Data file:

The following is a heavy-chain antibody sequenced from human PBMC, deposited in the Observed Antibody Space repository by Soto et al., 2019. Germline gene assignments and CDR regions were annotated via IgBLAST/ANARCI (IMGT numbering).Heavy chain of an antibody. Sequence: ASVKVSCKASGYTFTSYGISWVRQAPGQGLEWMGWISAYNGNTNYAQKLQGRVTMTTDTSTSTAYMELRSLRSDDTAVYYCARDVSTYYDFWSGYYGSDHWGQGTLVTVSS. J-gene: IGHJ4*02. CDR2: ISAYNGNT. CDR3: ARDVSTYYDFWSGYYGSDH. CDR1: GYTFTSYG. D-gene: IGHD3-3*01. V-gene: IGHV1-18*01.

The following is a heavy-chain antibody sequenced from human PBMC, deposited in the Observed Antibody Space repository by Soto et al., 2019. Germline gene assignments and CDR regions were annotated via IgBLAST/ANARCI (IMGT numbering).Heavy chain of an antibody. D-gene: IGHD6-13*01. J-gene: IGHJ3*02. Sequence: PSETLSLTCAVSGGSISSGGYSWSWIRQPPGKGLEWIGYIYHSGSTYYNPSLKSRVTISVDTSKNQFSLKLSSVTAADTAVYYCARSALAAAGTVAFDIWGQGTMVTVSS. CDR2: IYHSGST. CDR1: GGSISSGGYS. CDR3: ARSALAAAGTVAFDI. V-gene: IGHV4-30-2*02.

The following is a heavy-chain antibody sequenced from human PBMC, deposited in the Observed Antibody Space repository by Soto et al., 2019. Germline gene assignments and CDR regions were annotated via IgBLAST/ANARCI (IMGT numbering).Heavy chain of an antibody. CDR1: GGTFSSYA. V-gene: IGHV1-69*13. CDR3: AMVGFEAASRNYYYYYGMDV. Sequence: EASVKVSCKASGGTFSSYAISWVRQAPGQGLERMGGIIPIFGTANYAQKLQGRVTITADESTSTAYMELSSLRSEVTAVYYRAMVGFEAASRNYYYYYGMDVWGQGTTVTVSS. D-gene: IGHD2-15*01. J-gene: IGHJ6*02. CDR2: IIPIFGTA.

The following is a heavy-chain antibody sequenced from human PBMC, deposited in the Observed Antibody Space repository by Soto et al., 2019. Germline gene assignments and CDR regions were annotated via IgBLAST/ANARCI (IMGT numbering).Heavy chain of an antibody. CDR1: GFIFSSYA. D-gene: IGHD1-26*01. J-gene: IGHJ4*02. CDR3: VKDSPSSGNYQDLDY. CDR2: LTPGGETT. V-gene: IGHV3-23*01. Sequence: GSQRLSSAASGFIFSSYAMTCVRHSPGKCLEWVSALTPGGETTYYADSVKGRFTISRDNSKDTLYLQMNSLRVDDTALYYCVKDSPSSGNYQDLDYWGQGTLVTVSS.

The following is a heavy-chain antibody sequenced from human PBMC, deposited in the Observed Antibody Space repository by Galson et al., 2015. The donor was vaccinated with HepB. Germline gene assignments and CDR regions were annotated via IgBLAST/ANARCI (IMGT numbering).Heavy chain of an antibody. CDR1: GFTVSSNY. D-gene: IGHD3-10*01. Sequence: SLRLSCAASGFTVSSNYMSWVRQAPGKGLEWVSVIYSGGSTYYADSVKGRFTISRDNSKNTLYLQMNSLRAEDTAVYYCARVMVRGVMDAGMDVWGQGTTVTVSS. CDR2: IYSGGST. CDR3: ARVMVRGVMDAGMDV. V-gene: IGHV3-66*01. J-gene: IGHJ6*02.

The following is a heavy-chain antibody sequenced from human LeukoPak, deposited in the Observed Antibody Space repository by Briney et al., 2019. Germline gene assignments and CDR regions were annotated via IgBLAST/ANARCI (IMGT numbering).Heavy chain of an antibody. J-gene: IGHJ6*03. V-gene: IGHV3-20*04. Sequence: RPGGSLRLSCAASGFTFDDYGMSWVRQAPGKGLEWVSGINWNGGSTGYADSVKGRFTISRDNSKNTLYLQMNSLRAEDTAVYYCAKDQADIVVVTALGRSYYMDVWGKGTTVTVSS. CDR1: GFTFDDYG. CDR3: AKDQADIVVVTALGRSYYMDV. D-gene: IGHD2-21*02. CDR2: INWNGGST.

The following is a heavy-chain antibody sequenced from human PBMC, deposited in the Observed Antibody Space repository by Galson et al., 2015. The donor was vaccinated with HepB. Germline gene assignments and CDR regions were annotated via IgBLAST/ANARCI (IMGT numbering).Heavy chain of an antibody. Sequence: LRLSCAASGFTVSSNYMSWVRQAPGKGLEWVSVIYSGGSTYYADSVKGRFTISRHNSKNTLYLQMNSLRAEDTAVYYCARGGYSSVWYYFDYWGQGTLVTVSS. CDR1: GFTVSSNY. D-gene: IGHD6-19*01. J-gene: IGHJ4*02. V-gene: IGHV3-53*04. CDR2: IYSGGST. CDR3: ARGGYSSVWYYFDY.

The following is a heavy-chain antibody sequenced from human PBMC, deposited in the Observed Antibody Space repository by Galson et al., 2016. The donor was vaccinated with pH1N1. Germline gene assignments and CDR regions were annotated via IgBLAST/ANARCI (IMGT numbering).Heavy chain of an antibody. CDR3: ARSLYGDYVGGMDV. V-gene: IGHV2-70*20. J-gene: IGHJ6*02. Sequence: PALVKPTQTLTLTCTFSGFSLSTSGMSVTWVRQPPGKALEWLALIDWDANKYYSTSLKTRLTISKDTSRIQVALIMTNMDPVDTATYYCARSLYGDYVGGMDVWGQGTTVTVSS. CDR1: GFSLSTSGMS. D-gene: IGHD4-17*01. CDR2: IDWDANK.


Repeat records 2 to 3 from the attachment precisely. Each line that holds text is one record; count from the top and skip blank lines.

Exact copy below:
The following is a heavy-chain antibody sequenced from human PBMC, deposited in the Observed Antibody Space repository by Soto et al., 2019. Germline gene assignments and CDR regions were annotated via IgBLAST/ANARCI (IMGT numbering).Heavy chain of an antibody. D-gene: IGHD6-13*01. J-gene: IGHJ3*02. Sequence: PSETLSLTCAVSGGSISSGGYSWSWIRQPPGKGLEWIGYIYHSGSTYYNPSLKSRVTISVDTSKNQFSLKLSSVTAADTAVYYCARSALAAAGTVAFDIWGQGTMVTVSS. CDR2: IYHSGST. CDR1: GGSISSGGYS. CDR3: ARSALAAAGTVAFDI. V-gene: IGHV4-30-2*02.

The following is a heavy-chain antibody sequenced from human PBMC, deposited in the Observed Antibody Space repository by Soto et al., 2019. Germline gene assignments and CDR regions were annotated via IgBLAST/ANARCI (IMGT numbering).Heavy chain of an antibody. CDR1: GGTFSSYA. V-gene: IGHV1-69*13. CDR3: AMVGFEAASRNYYYYYGMDV. Sequence: EASVKVSCKASGGTFSSYAISWVRQAPGQGLERMGGIIPIFGTANYAQKLQGRVTITADESTSTAYMELSSLRSEVTAVYYRAMVGFEAASRNYYYYYGMDVWGQGTTVTVSS. D-gene: IGHD2-15*01. J-gene: IGHJ6*02. CDR2: IIPIFGTA.